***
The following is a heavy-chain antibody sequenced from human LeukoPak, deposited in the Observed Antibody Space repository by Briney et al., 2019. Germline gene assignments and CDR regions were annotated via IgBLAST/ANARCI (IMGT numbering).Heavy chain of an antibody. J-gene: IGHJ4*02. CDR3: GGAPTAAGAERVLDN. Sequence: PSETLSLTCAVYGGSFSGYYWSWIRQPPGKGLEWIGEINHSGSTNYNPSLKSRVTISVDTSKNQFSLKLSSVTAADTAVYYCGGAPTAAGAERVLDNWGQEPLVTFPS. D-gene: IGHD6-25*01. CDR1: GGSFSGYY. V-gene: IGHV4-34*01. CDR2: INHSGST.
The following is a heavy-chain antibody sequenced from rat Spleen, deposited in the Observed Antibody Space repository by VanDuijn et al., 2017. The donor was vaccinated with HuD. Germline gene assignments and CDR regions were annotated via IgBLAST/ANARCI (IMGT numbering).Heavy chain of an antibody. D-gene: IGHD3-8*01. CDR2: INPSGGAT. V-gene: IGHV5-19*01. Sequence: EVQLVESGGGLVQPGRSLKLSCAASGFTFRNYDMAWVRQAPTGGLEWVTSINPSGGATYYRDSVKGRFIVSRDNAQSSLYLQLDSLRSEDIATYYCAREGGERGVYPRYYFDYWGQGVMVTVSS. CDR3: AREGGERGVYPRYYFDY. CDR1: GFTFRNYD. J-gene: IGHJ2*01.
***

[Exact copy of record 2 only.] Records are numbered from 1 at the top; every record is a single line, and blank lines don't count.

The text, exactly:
The following is a heavy-chain antibody sequenced from rat Spleen, deposited in the Observed Antibody Space repository by VanDuijn et al., 2017. The donor was vaccinated with HuD. Germline gene assignments and CDR regions were annotated via IgBLAST/ANARCI (IMGT numbering).Heavy chain of an antibody. D-gene: IGHD3-8*01. CDR2: INPSGGAT. V-gene: IGHV5-19*01. Sequence: EVQLVESGGGLVQPGRSLKLSCAASGFTFRNYDMAWVRQAPTGGLEWVTSINPSGGATYYRDSVKGRFIVSRDNAQSSLYLQLDSLRSEDIATYYCAREGGERGVYPRYYFDYWGQGVMVTVSS. CDR3: AREGGERGVYPRYYFDY. CDR1: GFTFRNYD. J-gene: IGHJ2*01.